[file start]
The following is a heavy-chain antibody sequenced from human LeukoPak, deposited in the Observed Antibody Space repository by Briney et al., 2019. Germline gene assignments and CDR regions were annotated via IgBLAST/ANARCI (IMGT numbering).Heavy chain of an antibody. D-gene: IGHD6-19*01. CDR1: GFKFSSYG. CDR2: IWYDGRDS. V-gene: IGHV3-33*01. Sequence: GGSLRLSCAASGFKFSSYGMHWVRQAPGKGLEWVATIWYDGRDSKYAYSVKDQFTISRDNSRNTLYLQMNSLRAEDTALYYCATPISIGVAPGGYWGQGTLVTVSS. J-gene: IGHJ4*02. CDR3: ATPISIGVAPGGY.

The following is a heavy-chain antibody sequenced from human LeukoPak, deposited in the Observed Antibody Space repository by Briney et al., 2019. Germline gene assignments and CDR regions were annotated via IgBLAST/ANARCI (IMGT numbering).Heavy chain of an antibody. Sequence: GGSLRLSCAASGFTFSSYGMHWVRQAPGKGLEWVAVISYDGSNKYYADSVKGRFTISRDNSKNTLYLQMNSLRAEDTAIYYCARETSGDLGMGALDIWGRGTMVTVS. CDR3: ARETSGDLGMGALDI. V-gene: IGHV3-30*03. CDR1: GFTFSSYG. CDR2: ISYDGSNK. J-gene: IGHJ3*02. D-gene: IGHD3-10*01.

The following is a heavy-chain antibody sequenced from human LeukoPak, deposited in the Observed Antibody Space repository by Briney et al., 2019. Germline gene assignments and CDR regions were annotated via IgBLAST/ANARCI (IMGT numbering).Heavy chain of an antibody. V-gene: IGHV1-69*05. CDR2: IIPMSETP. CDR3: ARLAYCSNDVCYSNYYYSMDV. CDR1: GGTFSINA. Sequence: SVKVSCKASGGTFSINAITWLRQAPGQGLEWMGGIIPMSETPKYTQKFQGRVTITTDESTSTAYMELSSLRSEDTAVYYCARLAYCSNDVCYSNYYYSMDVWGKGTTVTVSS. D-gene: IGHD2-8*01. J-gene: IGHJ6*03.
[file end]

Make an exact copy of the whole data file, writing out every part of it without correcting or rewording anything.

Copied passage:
The following is a heavy-chain antibody sequenced from human LeukoPak, deposited in the Observed Antibody Space repository by Briney et al., 2019. Germline gene assignments and CDR regions were annotated via IgBLAST/ANARCI (IMGT numbering).Heavy chain of an antibody. D-gene: IGHD6-19*01. CDR1: GFKFSSYG. CDR2: IWYDGRDS. V-gene: IGHV3-33*01. Sequence: GGSLRLSCAASGFKFSSYGMHWVRQAPGKGLEWVATIWYDGRDSKYAYSVKDQFTISRDNSRNTLYLQMNSLRAEDTALYYCATPISIGVAPGGYWGQGTLVTVSS. J-gene: IGHJ4*02. CDR3: ATPISIGVAPGGY.

The following is a heavy-chain antibody sequenced from human LeukoPak, deposited in the Observed Antibody Space repository by Briney et al., 2019. Germline gene assignments and CDR regions were annotated via IgBLAST/ANARCI (IMGT numbering).Heavy chain of an antibody. Sequence: GGSLRLSCAASGFTFSSYGMHWVRQAPGKGLEWVAVISYDGSNKYYADSVKGRFTISRDNSKNTLYLQMNSLRAEDTAIYYCARETSGDLGMGALDIWGRGTMVTVS. CDR3: ARETSGDLGMGALDI. V-gene: IGHV3-30*03. CDR1: GFTFSSYG. CDR2: ISYDGSNK. J-gene: IGHJ3*02. D-gene: IGHD3-10*01.

The following is a heavy-chain antibody sequenced from human LeukoPak, deposited in the Observed Antibody Space repository by Briney et al., 2019. Germline gene assignments and CDR regions were annotated via IgBLAST/ANARCI (IMGT numbering).Heavy chain of an antibody. V-gene: IGHV1-69*05. CDR2: IIPMSETP. CDR3: ARLAYCSNDVCYSNYYYSMDV. CDR1: GGTFSINA. Sequence: SVKVSCKASGGTFSINAITWLRQAPGQGLEWMGGIIPMSETPKYTQKFQGRVTITTDESTSTAYMELSSLRSEDTAVYYCARLAYCSNDVCYSNYYYSMDVWGKGTTVTVSS. D-gene: IGHD2-8*01. J-gene: IGHJ6*03.